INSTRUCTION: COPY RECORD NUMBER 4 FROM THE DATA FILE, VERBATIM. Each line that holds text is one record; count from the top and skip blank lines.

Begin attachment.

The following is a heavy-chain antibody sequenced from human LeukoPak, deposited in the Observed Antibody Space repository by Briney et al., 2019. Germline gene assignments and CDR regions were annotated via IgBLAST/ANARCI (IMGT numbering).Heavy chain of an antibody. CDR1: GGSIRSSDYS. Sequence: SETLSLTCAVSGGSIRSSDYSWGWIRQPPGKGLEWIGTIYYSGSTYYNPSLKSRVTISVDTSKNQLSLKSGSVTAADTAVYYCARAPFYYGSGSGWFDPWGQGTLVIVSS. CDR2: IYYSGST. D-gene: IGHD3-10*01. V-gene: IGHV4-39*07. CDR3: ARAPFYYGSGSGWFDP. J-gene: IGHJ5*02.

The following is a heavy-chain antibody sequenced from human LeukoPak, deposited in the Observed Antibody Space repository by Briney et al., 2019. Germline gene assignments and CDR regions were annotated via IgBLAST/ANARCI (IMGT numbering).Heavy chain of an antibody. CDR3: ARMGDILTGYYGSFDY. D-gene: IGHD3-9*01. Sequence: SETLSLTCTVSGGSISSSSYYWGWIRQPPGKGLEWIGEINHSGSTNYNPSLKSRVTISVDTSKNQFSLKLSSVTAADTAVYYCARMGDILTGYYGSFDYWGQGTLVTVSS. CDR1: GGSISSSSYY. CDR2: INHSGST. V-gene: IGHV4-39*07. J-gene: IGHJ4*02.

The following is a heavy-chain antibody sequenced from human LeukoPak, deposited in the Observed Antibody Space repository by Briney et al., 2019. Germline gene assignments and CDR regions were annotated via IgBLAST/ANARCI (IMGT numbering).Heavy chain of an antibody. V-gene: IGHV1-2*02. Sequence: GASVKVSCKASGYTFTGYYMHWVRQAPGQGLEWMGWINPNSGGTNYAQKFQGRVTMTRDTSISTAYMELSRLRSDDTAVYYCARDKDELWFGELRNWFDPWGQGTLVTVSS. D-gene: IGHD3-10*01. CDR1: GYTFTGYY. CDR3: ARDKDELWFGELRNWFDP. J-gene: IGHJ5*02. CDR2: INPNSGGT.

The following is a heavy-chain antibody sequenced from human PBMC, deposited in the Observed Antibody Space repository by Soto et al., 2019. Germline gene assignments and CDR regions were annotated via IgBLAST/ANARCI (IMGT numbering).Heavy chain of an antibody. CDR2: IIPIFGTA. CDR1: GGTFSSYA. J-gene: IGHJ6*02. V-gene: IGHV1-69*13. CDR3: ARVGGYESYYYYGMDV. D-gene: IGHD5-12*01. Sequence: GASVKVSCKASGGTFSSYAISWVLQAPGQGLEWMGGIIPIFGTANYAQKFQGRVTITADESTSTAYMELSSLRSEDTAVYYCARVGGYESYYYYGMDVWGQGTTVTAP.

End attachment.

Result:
The following is a heavy-chain antibody sequenced from human PBMC, deposited in the Observed Antibody Space repository by Soto et al., 2019. Germline gene assignments and CDR regions were annotated via IgBLAST/ANARCI (IMGT numbering).Heavy chain of an antibody. CDR2: IIPIFGTA. CDR1: GGTFSSYA. J-gene: IGHJ6*02. V-gene: IGHV1-69*13. CDR3: ARVGGYESYYYYGMDV. D-gene: IGHD5-12*01. Sequence: GASVKVSCKASGGTFSSYAISWVLQAPGQGLEWMGGIIPIFGTANYAQKFQGRVTITADESTSTAYMELSSLRSEDTAVYYCARVGGYESYYYYGMDVWGQGTTVTAP.